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Nervous of my Dad's idea for summer

L100L100 Fast NewbiePosts: 128 The Mix Convert
i'm currently worrying about summer which will be in July which isn't very far away
So bassically afteri had a big argument with my mum saturday. My dad said in the summer said he'll pay for my own house in England help pay for things like the neccersarites like chlothes, food, bills etc.. but transfering a x amount of money into my bank account till i find a job and have enough money to pay for things myself. So i can get used to living on my own like i will in the future but i'm worried as and my mums agreed.

1, i have things i love in my current house like my hamster, xbox games etc....
2. I don't want to loose my nearby friend as i've already lost friends from moving different primary schools.
3. My college is easy to get too from where i live and i might be staying on in september
4. I'll have to change my address on my bank card/ provisional license etc....
5. i'm worried there's be more crime in that area as in my county which branches into over 20 different towns the town i currently live in is the town that is least likely to have crime.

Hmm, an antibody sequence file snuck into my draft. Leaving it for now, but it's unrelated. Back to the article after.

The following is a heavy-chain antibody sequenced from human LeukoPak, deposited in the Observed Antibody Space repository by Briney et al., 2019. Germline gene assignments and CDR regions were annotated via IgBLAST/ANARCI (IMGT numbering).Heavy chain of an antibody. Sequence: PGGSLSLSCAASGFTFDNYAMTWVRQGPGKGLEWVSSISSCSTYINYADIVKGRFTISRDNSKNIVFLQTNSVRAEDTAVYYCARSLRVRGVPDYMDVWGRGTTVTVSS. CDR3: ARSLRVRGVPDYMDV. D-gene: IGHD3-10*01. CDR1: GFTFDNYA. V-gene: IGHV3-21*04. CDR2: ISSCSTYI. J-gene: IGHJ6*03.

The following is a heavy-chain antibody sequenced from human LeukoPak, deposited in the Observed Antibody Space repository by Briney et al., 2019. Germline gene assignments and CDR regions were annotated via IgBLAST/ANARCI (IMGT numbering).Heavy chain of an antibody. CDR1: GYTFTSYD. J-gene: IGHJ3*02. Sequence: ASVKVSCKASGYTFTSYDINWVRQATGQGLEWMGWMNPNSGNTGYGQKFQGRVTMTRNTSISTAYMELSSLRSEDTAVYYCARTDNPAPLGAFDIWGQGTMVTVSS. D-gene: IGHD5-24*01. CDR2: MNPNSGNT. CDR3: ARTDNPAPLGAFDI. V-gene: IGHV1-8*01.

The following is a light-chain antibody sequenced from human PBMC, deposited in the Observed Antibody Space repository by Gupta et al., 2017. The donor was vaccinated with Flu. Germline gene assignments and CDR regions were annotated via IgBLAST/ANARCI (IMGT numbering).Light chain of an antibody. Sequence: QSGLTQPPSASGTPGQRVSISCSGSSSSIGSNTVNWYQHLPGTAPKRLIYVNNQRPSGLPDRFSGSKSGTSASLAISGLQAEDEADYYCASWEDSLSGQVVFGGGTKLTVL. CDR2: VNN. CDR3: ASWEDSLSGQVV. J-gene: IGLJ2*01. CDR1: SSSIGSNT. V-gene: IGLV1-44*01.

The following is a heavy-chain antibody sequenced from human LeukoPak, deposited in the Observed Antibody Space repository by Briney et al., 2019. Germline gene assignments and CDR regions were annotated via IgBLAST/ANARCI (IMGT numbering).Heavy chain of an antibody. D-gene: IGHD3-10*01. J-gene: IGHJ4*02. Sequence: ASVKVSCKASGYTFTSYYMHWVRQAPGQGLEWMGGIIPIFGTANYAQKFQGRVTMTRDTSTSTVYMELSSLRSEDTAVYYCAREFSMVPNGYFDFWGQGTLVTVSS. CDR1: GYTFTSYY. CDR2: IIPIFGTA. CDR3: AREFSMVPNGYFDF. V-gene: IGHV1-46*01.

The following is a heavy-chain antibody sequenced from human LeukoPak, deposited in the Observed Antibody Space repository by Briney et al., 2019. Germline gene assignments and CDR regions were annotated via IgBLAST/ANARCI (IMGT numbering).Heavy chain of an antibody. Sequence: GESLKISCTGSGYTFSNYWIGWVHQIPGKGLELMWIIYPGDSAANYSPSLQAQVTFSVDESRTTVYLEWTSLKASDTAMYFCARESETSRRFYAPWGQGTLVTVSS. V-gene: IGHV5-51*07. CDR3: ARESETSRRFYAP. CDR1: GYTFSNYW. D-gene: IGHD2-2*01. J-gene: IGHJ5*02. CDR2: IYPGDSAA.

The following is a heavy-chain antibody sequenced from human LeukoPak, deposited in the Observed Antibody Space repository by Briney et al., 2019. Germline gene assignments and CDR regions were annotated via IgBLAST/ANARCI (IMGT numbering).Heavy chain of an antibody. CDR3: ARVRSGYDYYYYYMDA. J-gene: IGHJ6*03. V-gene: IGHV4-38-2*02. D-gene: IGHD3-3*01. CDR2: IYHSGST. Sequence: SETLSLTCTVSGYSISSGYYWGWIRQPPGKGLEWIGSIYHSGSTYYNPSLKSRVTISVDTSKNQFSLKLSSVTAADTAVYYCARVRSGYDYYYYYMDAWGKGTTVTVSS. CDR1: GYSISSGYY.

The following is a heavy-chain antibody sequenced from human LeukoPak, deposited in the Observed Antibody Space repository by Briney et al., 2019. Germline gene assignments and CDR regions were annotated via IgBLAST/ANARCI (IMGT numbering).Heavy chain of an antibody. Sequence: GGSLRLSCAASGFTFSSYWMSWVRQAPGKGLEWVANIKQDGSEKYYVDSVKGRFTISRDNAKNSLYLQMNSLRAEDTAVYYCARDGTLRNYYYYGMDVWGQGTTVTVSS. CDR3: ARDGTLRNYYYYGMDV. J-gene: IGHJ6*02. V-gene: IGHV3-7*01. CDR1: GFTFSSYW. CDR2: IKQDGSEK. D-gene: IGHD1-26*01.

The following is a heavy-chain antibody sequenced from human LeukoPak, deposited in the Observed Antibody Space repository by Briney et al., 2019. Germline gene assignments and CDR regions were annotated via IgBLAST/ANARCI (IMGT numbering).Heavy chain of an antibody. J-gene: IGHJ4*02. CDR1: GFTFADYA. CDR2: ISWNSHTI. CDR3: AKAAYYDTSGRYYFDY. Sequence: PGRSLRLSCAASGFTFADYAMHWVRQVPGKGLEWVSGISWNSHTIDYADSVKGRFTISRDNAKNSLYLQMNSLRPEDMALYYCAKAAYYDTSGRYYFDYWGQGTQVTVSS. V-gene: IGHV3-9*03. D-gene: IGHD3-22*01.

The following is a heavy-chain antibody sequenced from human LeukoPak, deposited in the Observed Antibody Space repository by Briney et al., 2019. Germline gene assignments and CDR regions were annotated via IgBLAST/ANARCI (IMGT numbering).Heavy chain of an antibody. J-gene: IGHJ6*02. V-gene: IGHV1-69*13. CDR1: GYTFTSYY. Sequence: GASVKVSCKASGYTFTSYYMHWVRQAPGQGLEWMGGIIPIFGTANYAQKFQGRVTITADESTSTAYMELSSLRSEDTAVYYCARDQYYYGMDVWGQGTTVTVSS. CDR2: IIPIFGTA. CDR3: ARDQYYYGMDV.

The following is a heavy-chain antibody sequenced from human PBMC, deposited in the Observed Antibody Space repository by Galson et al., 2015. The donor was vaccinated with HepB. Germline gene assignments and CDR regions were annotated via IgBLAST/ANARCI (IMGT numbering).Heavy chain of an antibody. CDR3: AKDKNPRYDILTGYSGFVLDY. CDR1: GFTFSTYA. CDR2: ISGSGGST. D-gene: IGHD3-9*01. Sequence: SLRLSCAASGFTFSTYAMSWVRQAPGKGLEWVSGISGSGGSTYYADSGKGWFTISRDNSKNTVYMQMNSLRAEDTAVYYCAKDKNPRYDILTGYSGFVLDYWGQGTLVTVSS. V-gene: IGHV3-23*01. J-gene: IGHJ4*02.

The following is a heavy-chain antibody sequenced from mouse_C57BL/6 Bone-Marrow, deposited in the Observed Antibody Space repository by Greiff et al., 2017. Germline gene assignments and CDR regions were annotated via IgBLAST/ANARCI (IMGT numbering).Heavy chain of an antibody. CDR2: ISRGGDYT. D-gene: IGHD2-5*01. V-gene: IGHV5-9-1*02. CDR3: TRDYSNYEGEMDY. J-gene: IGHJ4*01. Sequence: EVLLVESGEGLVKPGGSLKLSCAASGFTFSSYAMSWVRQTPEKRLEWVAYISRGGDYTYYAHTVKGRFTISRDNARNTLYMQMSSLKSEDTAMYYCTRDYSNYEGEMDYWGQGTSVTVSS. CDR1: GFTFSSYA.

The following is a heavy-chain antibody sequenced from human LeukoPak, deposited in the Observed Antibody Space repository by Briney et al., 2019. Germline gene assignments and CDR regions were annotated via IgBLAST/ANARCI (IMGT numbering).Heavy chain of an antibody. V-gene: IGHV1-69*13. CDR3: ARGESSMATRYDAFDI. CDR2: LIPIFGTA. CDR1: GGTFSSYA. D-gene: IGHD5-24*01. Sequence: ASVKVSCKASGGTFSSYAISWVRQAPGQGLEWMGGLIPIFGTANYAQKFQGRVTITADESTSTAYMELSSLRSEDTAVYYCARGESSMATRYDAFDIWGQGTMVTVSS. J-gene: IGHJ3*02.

6. My hobbies like cycling i'm worried i won't be able to cycle as much as i currently do.

these are a few points there's other things as well.

Comments

  • MirabelleMirabelle Owl Whisperer Kensington.Posts: 1,020 The Mix Regular
    Your father is doing something great; it's called tough love. Bearing in mind you will always have worries about how things are going to work out, the greatest offer he is promising is to buy you a property so you won't ever have to worry finding rent, or pay large monthly sums for a mortgage. Most young people have to wait years to save up for a deposit before a bank or building society would consider getting them a foothold on the property ladder. Instead, your father is bypassing all that to ensure his daughter, namely you, will have a roof over her head. Also money for clothes, food and utility bills paid upfront. Your father, despite whatever you feel about him, must care for you an awful lot.

    1. You may love your current home with its comforts including your beloved hampster (it will come with you I expect), but xbox games may have to wait.
    2. If your friend is loving enough, then they keep in contact.
    3. College may have to become a commute
    4. Changing addresses / contactable information is a necessity wherever you move and you may have to do this several times during the course of your life
    5. Crime is everywhere, even in the sleepy little village where I live. We cannot get away from crime, but can look after ourselves throughout. More on that shortly.
    6. You can always work around your hobbies.